Local

‘The United Methodist Church died:’ What the LGBTQ vote means to Rock Hill churches

The Methodist Church struggles with homosexuality

The United Methodist Church is more like the divided Methodist Church as it wages an intradenominational battle over whether to change its rules to allow same-sex weddings and LGBTQ clergy.
Up Next
The United Methodist Church is more like the divided Methodist Church as it wages an intradenominational battle over whether to change its rules to allow same-sex weddings and LGBTQ clergy.

The morning after United Methodist Church delegates voted to double down on the denomination’s ban on same-sex marriage and LGBTQ clergy members, one Rock Hill church hung up rainbow banners.

It’s not a protest, necessarily – and it’s not a condemnation of the denomination as a whole. Aldersgate United Methodist Church Pastor Steve Holler said the rainbow ribbons were put up to show support for a community in mourning.

“It was done to recognize that there is a hurting community among us,” Holler said. “And when I say us, I mean us. They’re a part of who we are. They are our neighbors, and they are hurting right now. And we are called to rejoice with those who rejoice and weep with those who weep. They’re weeping. So, so are we.”

The newly approved Traditional Plan will uphold language in the Methodists’ “Book of Discipline” that says all people are “of sacred worth,” but that “the practice of homosexuality is incompatible with Christian teaching,” AP News reported. The plan would also require stricter enforcement of those rules.

Some local Methodist leaders, including Winthrop University Wesley leader Reverend Ricky Howell, believe a split in the United Methodist Church is unavoidable. Others hope the denomination can heal the cracks.

Rock Hill United Methodist district superintendent the Rev. Joe Long said there are 69 Methodist churches in the district, which includes Chester, Kershaw, Lancaster and York counties. He hopes Methodist churches can focus what unites them instead of divides them.

“We’re encouraging our churches to stay focused on doing the work that we’re called to do of making disciples for Jesus Christ and to keep each other in prayer,” Long said. “There are many mixed feelings about the decision that was made at general conference but the call of God to love all people and to share the good news of Jesus Christ is still the primary work that we’re about.”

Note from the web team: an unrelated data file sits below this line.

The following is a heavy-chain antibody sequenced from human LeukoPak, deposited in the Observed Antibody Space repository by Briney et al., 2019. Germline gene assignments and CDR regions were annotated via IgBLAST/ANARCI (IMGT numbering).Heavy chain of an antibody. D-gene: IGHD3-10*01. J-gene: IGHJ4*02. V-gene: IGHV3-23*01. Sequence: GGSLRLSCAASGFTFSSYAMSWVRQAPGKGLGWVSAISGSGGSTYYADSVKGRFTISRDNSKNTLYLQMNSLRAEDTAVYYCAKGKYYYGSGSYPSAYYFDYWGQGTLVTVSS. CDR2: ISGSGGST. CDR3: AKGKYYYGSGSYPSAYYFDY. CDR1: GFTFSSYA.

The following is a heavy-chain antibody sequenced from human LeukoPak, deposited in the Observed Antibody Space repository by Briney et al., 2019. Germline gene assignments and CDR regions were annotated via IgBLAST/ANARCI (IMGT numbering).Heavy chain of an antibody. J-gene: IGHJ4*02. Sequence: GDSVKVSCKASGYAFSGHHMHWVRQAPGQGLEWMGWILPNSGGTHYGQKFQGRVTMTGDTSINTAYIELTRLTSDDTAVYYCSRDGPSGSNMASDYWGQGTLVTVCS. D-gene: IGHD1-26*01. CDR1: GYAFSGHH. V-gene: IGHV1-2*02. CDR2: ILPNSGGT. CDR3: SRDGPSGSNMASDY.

Long said the language in the “Book of Discipline” does not condone the practice of homosexuality, but does not condemn the people.

But Holler said there isn’t a meaningful difference between the two.

“That whole idea is simply put as: love the sinner, hate the sin,” Holler said. “And that comes from a presumption that homosexuality is a sin.”

Holler said almost everyone who has grown up in a church knows the verse John 3:16. But not many can remember what comes next.

“Few people know John 3:17: ‘for God did not come to the world to condemn the world, but that the world through him might be saved,’” he said. “And if God didn’t come to condemn, I want to say, who the hell are we to do otherwise?”

Holler said the church doesn’t necessarily have many LGBTQ members, but many members have family and friends who identify as LGBTQ.

Howell at Winthrop University said he thinks Wesley, the Methodist campus ministry, is known as a safe, affirming place for all students, including LGBTQ students.

“If you tell someone that they are ‘incompatible’ with God’s love, I just can’t even fathom coming down on that side of the issue,” Howell said. “This is obviously a personal issue. And I have students that I love and care about that are struggling with this every day.”